DOT and Public Works Experience – Valuable Knowledge

You’re investigating a fire.  Maybe you need to find someone who understands the workings of the D.O.T.  Why?  If there’s a motor vehicle accident involving a newly installed guard rail, seeking out the assistance of a civil engineer familiar with road construction and the DOT would make sense, but why would you ever need this same engineer’s expertise and assistance for fires, or trip and falls or pedestrian accidents?  3,980,817 miles.   That’s how many miles of road there are in the United States.  Most Americans are on or only a number of feet from a road at all times, day or night.  Therefore, most accidents happen with close proximity of a road.

Property damage and fires – What are some of the major causes of property damage?  Water lines, electrical lines and gas lines.  How do those utility lines get to a property?  Under, around and over roads.  Road construction and road maintenance can adversely affect these utilities causing immediate damage to adjacent properties or compromising the integrity of these utility lines in such a way that their degradation causes issues to nearby property in the future.

Sometimes it may be obvious.  If you are investigating a water damage claim and there’s road construction equipment right next to the property, and a big hole in the ground with water gushing out, causation would be fairly apparent.  But what if that road construction equipment had been there the week before, or six months before, how would you know?  Records.  Departments of Transportation and Public Works departments keep phenomenal records.  But, you have to know what to ask for and whom to ask for it from.  That’s why civil engineers with road construction experience are so valuable.  If you know who to ask and what to ask for, you can determine what work was done, who did the work, who authorized it, who inspected it, who was responsible for maintaining it and how often it should be maintained.  This can be critical information when trying to determine causation.

Slip & Falls and Trip & Falls – A very large percentage of these accidents occur in parking lots and/or involve curbs.  Once again, a civil engineers expertise can be invaluable.  Parking lots have specific design and maintenance requirements.    All curbs are not created equal.   They have different shapes and dimensions depending on their usage. There are Electrical boxes and manhole covers in parking lots that are often in areas of focus with regards to trips and slips.  Were these located correctly?   Who is responsible for maintaining them?  Is any remedial repair and any surface elevation adjustments around them up to code?  These are all questions for a civil engineer.  Since parking lots are near roads they often are under some public jurisdiction and therefore very detailed records exist, if you know how to access them.  You can determine the scope of work for previous or current projects.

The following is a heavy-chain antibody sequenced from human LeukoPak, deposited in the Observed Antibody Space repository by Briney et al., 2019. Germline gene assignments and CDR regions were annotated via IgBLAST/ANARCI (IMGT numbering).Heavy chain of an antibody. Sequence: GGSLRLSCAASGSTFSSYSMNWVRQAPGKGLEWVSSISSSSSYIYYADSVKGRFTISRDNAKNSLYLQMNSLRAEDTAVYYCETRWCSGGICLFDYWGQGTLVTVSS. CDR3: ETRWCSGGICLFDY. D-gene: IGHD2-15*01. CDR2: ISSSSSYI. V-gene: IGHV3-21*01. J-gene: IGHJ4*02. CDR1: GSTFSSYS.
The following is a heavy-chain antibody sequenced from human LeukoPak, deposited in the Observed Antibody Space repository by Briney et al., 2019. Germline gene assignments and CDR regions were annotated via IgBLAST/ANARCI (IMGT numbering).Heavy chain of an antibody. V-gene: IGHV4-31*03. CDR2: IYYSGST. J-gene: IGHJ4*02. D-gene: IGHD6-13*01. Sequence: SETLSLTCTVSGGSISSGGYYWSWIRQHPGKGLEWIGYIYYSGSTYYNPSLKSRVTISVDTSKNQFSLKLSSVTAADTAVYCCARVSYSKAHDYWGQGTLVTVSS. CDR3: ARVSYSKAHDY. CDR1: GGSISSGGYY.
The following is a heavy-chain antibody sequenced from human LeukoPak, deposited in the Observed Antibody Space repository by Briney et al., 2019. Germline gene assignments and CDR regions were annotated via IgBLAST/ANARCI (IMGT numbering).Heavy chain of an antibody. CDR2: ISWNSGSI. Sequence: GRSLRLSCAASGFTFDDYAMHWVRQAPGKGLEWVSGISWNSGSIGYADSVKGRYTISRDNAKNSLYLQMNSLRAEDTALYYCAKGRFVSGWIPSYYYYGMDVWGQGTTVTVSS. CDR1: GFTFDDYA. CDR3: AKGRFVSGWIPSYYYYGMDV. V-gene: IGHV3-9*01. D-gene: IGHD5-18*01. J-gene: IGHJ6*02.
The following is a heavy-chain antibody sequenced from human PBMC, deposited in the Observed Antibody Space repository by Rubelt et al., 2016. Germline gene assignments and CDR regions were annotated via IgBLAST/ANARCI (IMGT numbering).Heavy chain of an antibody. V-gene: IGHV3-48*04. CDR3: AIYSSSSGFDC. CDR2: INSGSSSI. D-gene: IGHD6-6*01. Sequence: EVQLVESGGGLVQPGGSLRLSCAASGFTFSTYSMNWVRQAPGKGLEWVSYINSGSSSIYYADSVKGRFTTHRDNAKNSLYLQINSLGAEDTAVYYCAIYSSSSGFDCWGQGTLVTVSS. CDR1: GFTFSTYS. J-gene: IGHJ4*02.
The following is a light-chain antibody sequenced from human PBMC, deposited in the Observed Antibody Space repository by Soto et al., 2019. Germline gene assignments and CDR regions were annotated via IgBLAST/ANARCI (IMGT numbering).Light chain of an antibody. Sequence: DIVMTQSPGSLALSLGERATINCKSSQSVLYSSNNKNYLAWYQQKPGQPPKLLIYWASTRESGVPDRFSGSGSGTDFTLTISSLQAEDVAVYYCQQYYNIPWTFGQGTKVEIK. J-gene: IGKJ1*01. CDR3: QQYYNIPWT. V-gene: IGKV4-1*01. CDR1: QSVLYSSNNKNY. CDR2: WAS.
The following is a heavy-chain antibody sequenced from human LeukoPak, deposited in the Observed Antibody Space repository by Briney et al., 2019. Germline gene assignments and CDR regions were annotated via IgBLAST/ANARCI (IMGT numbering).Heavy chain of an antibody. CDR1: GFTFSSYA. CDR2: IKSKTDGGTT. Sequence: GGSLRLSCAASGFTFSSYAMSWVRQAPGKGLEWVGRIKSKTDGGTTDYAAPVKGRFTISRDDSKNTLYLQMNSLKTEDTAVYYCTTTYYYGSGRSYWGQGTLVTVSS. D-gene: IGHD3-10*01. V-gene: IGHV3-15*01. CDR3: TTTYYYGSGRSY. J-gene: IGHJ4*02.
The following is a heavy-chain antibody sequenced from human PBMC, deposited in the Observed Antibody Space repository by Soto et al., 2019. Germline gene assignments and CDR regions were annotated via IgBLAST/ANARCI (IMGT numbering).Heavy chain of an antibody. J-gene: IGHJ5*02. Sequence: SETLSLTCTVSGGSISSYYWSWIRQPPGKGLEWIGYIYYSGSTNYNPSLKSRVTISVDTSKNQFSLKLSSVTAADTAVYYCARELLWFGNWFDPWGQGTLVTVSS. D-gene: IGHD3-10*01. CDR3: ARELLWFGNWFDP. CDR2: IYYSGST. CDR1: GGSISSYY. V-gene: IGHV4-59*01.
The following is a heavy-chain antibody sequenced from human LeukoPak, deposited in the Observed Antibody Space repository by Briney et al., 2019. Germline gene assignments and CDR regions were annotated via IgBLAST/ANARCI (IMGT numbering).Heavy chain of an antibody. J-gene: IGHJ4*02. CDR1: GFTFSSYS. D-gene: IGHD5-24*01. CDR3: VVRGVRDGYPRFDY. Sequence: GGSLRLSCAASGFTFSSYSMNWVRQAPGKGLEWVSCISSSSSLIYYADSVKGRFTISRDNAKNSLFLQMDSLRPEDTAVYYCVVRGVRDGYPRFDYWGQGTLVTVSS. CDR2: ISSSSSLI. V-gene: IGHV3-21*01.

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Motor Vehicle Accidents – If you’re investigating a motor vehicle accident, clearly, an accident reconstructionist may be required but what about a civil engineer?  Most accidents occur at intersections.  Was signaling an issue?  Where the red lights and green lights and arrows and flashing yellows all in synch and their cycle performance as intended?  What about the signage.  Were the correct traffic signs being used?  Were they in the correct location?  Where they the right size for that roadway? There are manuals for roadway signs, there a tables upon tables to determine the correct traffic signaling for specific intersections.  A civil engineer with road construction experience can determine if the correct signage and signaling was in place and whose responsibility it was.  Were state, city or even railroad authorities responsible for its placement.

For more information on CED experts please contact one of our case managers at casemanager@cedtechnologies.com This e-mail address is being protected from spambots. You need JavaScript enabled to view it or on the web at www.cedtechnologies.com.

Featured Engineer: George Mayforth, Jr., P.E.